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Orthodox Rabbi Triumphs in Funerals Dispute

Out-of-Court Agreement Vindicates Rabbi Daniel Wasserman

Ben Cohen
December 19, 2012
Rabbi Daniel Wasserman (AP)
Rabbi Daniel Wasserman (AP)

An acrimonious three-year-long conflict between an Orthodox Pittsburgh rabbi and the Pennsylvania Board of Funeral Directors finally came to an end this week, with the announcement of a “Memorandum of Understanding” that will permit clergy to carry out funerals without the involvement of a commercially-licensed funeral director.

As I reported back in August, Rabbi Daniel Wasserman filed a complaint against the Funeral Board with the district court in Scranton for, as he told me, “harassment, [the] illegal investigation, smearing my name, and trying to prevent me from fulfilling my duties.” At the root of the dispute were diametrically-opposed interpretations of Pennsylvania’s 1951 Funeral Director Law. Rabbi Wasserman insisted that the law did not mandate mourners to purchase the services of a commercial funeral director. The Board countered that the law did exactly that; therefore, any cleric who carried out a funeral without a funeral director was in violation of state law.

Backed by local Muslim imam AbduSemih Tadese, who also took exception to what he regarded as the unconscionable exploitation of grieving families by funeral directors, Wasserman’s complaint would have amounted to a major stress test for the First Amendment had it gone to court, given the potential outcome in favor of state intervention in rituals carried out by clergymen. As I wrote at the time:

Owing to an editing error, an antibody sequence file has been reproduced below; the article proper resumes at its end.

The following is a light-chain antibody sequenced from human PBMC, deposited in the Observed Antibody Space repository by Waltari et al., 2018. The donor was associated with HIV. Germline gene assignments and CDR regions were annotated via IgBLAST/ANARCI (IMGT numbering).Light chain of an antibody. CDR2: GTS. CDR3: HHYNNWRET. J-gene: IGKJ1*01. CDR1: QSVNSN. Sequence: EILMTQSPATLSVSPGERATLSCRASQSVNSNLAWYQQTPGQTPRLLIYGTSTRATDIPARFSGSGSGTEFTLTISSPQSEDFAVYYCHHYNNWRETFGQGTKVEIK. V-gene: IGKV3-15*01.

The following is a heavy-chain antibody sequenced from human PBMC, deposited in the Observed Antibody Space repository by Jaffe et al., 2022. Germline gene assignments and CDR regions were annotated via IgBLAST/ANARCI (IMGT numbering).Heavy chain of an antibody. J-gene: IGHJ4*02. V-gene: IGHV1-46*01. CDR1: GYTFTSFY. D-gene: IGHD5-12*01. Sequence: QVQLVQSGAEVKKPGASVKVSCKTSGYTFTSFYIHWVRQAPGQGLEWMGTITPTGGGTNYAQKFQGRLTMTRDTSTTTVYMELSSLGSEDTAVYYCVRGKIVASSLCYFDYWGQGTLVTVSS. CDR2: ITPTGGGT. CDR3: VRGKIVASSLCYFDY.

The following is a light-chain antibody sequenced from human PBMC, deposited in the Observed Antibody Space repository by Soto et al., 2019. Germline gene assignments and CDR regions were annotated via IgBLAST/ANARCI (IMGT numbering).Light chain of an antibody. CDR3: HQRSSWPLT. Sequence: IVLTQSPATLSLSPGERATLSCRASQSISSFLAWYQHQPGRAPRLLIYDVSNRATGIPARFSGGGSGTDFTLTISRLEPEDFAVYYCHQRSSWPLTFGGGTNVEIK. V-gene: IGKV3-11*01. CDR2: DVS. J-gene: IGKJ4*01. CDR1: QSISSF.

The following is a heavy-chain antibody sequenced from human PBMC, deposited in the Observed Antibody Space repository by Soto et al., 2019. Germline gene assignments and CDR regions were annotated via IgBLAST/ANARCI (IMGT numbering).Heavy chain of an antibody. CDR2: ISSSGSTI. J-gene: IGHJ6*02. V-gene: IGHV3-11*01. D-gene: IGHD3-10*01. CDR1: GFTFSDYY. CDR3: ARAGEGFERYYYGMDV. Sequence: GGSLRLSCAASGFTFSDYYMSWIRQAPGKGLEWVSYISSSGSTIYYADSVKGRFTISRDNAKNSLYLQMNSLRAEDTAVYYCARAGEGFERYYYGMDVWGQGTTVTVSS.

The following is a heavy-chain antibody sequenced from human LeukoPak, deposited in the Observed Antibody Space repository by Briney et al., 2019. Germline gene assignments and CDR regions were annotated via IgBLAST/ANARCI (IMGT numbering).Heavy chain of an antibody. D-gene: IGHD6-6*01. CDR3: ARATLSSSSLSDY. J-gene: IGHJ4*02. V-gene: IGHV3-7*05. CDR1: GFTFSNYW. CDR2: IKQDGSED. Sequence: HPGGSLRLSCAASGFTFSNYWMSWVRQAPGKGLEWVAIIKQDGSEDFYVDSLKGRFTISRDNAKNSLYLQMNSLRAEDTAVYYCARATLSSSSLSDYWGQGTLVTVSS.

The Funeral Director Law was conceived with two main purposes. First, it sets out the public-health requirements in caring for a dead body. Second, it polices the business practices of for-profit firms in one of the few areas of economic activity where demand for such services isn’t subject to the whims of market forces. But nothing in the law, Wasserman’s legal team insists, determines that a funeral director needs to supervise funeral arrangements, so long as Department of Health regulations on the storage of dead bodies are followed. And the demands of traditional Jewish practice, such as washing the body and wrapping it in a shroud, are, Wasserman says, completely in accordance with those guidelines.

After carrying out the funeral of a deceased congregant in 2010 without a funeral director present, one of the state’s licensed funeral directors reported Wasserman to the FBI for engaging in “illegal and unlicensed activity.” Though he avoided prosecution on that occasion, Wasserman was warned by a state prosecuting attorney that the case would be reopened should “additional information be obtained.” Hence the rabbi’s decision to file a complaint.

A statement issued by Wasserman following this week’s Memorandum of Understanding noted that, “…not only are all religious leaders and their congregations now exempt from the definition of ‘funeral director,’ but the State Board of Funeral Directors must implement new enforcement procedures and notify all licensed funeral directors and other interested parties about this exemption and new enforcement procedures.”

Wasserman, meanwhile, couldn’t be more delighted. “I’ve been fielding lots of ‘mazal tovs’ and ‘yesher koachs,’” he told me over the phone yesterday. “The news is still settling in and people are wrapping their heads around it, but there’s a lot of ‘Ohhh, so he wasn’t crazy!’”

Ben Cohen, a former BBC producer, is a writer based in New York who publishes frequently on Jewish and international affairs. His Twitter feed is @BenCohenOpinion.

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